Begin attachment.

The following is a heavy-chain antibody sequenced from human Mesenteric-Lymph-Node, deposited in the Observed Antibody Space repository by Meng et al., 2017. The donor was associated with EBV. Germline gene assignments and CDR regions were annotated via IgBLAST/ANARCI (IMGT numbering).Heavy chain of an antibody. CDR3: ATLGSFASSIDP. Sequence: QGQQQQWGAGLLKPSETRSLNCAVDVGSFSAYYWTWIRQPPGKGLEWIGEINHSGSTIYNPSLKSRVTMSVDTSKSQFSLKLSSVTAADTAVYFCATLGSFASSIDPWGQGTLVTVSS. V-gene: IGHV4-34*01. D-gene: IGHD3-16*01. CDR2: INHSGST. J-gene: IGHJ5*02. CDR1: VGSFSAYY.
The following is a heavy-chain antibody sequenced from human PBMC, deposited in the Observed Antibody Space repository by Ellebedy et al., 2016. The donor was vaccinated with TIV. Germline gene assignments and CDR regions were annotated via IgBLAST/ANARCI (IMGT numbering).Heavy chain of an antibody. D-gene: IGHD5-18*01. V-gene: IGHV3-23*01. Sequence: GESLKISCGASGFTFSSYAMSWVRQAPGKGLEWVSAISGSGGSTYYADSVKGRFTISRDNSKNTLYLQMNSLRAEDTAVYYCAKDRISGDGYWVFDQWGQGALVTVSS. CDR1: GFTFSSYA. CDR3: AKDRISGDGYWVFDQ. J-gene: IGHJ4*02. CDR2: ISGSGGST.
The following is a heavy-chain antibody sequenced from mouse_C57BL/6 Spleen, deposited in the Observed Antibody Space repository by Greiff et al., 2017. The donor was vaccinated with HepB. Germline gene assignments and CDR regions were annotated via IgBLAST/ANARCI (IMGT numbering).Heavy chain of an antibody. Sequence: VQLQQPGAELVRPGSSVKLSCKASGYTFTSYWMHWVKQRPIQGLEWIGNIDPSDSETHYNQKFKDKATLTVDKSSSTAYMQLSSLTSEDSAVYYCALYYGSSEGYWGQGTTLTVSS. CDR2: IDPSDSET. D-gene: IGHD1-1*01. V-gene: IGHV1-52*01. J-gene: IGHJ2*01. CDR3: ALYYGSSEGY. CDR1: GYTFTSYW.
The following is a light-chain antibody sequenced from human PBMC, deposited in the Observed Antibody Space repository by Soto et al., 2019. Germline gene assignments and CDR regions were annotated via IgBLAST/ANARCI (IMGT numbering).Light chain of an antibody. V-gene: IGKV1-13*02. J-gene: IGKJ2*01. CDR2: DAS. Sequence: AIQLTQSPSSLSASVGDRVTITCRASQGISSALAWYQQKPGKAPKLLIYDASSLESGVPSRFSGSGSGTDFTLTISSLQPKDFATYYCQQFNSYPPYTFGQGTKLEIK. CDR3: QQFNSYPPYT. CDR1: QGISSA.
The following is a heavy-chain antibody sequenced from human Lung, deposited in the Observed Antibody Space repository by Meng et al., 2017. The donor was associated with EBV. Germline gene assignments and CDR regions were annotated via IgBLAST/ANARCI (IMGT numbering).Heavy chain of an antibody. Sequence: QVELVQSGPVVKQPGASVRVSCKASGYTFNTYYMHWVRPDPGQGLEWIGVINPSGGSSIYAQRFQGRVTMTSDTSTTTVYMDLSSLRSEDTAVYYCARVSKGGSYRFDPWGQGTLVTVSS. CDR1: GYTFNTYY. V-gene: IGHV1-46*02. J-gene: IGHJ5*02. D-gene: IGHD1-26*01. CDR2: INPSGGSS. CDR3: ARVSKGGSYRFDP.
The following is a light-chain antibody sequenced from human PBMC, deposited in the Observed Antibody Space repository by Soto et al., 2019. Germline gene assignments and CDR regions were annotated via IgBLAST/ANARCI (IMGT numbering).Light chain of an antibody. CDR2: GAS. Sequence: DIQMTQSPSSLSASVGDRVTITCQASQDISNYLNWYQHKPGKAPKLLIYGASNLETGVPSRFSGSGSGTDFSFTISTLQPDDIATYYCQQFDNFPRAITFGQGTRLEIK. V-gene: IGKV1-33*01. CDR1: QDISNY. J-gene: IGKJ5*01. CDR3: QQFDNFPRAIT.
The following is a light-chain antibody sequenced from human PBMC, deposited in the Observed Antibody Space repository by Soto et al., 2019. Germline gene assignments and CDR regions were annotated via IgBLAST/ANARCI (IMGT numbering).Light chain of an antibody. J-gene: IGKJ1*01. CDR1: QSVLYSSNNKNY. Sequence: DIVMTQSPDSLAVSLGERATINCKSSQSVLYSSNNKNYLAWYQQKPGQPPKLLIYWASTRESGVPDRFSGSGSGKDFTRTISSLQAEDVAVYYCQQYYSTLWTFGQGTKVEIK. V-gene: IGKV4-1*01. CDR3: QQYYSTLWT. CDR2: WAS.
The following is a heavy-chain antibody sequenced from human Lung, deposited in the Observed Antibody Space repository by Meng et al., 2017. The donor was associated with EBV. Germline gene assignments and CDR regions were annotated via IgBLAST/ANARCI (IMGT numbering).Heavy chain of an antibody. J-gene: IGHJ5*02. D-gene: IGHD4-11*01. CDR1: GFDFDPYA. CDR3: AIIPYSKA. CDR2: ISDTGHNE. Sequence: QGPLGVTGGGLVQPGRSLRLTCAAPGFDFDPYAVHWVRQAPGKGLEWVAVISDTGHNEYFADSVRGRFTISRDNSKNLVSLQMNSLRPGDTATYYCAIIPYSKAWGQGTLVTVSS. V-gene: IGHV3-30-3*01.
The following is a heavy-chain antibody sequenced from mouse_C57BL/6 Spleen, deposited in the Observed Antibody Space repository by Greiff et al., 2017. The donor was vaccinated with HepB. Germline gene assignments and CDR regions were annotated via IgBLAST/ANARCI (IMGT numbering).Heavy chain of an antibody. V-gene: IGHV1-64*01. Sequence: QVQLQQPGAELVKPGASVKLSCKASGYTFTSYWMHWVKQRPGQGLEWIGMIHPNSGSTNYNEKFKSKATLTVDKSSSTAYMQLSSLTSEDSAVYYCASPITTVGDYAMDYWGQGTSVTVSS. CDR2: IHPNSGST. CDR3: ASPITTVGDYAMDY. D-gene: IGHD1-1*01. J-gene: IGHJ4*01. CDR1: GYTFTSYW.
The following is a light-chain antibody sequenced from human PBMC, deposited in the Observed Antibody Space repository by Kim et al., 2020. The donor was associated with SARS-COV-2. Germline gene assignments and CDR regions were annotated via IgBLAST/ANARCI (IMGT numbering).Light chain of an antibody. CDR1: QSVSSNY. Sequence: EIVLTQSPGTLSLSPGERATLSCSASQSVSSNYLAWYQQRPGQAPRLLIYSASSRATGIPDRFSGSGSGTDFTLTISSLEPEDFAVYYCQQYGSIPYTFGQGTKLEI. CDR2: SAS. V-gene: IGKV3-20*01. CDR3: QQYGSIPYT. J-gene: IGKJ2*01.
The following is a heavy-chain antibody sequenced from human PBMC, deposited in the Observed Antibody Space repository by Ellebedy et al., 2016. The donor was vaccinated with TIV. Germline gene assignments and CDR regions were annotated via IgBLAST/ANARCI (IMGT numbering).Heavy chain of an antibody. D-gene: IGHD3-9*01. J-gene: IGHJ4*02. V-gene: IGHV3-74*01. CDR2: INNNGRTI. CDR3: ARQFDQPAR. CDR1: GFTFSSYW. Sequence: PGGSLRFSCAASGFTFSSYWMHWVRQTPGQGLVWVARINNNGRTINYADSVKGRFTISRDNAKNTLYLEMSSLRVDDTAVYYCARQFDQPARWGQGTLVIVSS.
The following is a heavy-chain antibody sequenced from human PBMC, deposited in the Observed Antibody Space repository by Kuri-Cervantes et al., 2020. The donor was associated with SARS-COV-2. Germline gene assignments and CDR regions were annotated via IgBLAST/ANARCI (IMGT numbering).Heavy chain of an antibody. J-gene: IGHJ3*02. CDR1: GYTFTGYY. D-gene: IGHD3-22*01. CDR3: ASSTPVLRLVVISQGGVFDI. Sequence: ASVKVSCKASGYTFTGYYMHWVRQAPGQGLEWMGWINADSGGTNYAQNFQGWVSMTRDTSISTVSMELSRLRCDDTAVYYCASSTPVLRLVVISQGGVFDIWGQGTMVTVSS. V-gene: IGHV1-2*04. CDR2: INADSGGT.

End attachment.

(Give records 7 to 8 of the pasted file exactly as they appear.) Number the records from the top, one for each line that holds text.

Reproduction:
The following is a light-chain antibody sequenced from human PBMC, deposited in the Observed Antibody Space repository by Soto et al., 2019. Germline gene assignments and CDR regions were annotated via IgBLAST/ANARCI (IMGT numbering).Light chain of an antibody. J-gene: IGKJ1*01. CDR1: QSVLYSSNNKNY. Sequence: DIVMTQSPDSLAVSLGERATINCKSSQSVLYSSNNKNYLAWYQQKPGQPPKLLIYWASTRESGVPDRFSGSGSGKDFTRTISSLQAEDVAVYYCQQYYSTLWTFGQGTKVEIK. V-gene: IGKV4-1*01. CDR3: QQYYSTLWT. CDR2: WAS.
The following is a heavy-chain antibody sequenced from human Lung, deposited in the Observed Antibody Space repository by Meng et al., 2017. The donor was associated with EBV. Germline gene assignments and CDR regions were annotated via IgBLAST/ANARCI (IMGT numbering).Heavy chain of an antibody. J-gene: IGHJ5*02. D-gene: IGHD4-11*01. CDR1: GFDFDPYA. CDR3: AIIPYSKA. CDR2: ISDTGHNE. Sequence: QGPLGVTGGGLVQPGRSLRLTCAAPGFDFDPYAVHWVRQAPGKGLEWVAVISDTGHNEYFADSVRGRFTISRDNSKNLVSLQMNSLRPGDTATYYCAIIPYSKAWGQGTLVTVSS. V-gene: IGHV3-30-3*01.